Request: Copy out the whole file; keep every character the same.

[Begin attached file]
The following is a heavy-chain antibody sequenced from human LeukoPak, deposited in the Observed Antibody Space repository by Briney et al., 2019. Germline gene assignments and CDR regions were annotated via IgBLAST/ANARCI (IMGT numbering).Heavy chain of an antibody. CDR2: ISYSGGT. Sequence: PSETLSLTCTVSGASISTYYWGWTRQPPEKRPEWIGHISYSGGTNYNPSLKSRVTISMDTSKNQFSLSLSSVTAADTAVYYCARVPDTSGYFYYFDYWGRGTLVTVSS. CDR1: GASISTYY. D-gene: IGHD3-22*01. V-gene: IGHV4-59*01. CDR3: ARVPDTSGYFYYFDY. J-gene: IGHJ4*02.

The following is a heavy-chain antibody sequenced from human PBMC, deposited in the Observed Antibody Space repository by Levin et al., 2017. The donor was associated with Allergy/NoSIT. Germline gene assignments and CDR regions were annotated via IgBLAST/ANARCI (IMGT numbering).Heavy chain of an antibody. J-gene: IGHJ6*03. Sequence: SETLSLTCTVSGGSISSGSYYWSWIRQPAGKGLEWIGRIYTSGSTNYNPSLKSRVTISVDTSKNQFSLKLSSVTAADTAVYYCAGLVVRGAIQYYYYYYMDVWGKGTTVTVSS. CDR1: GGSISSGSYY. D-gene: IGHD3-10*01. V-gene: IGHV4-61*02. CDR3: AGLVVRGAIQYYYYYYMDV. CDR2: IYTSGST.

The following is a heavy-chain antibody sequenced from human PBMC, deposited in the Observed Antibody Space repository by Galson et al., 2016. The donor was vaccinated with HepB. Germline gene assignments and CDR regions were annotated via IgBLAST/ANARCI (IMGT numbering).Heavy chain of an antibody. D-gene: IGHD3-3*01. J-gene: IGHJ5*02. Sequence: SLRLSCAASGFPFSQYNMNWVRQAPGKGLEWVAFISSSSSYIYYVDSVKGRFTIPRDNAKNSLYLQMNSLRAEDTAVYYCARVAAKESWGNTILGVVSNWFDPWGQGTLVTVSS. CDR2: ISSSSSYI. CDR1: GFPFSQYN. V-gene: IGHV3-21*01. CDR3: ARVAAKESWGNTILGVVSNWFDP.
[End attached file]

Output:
The following is a heavy-chain antibody sequenced from human LeukoPak, deposited in the Observed Antibody Space repository by Briney et al., 2019. Germline gene assignments and CDR regions were annotated via IgBLAST/ANARCI (IMGT numbering).Heavy chain of an antibody. CDR2: ISYSGGT. Sequence: PSETLSLTCTVSGASISTYYWGWTRQPPEKRPEWIGHISYSGGTNYNPSLKSRVTISMDTSKNQFSLSLSSVTAADTAVYYCARVPDTSGYFYYFDYWGRGTLVTVSS. CDR1: GASISTYY. D-gene: IGHD3-22*01. V-gene: IGHV4-59*01. CDR3: ARVPDTSGYFYYFDY. J-gene: IGHJ4*02.

The following is a heavy-chain antibody sequenced from human PBMC, deposited in the Observed Antibody Space repository by Levin et al., 2017. The donor was associated with Allergy/NoSIT. Germline gene assignments and CDR regions were annotated via IgBLAST/ANARCI (IMGT numbering).Heavy chain of an antibody. J-gene: IGHJ6*03. Sequence: SETLSLTCTVSGGSISSGSYYWSWIRQPAGKGLEWIGRIYTSGSTNYNPSLKSRVTISVDTSKNQFSLKLSSVTAADTAVYYCAGLVVRGAIQYYYYYYMDVWGKGTTVTVSS. CDR1: GGSISSGSYY. D-gene: IGHD3-10*01. V-gene: IGHV4-61*02. CDR3: AGLVVRGAIQYYYYYYMDV. CDR2: IYTSGST.

The following is a heavy-chain antibody sequenced from human PBMC, deposited in the Observed Antibody Space repository by Galson et al., 2016. The donor was vaccinated with HepB. Germline gene assignments and CDR regions were annotated via IgBLAST/ANARCI (IMGT numbering).Heavy chain of an antibody. D-gene: IGHD3-3*01. J-gene: IGHJ5*02. Sequence: SLRLSCAASGFPFSQYNMNWVRQAPGKGLEWVAFISSSSSYIYYVDSVKGRFTIPRDNAKNSLYLQMNSLRAEDTAVYYCARVAAKESWGNTILGVVSNWFDPWGQGTLVTVSS. CDR2: ISSSSSYI. CDR1: GFPFSQYN. V-gene: IGHV3-21*01. CDR3: ARVAAKESWGNTILGVVSNWFDP.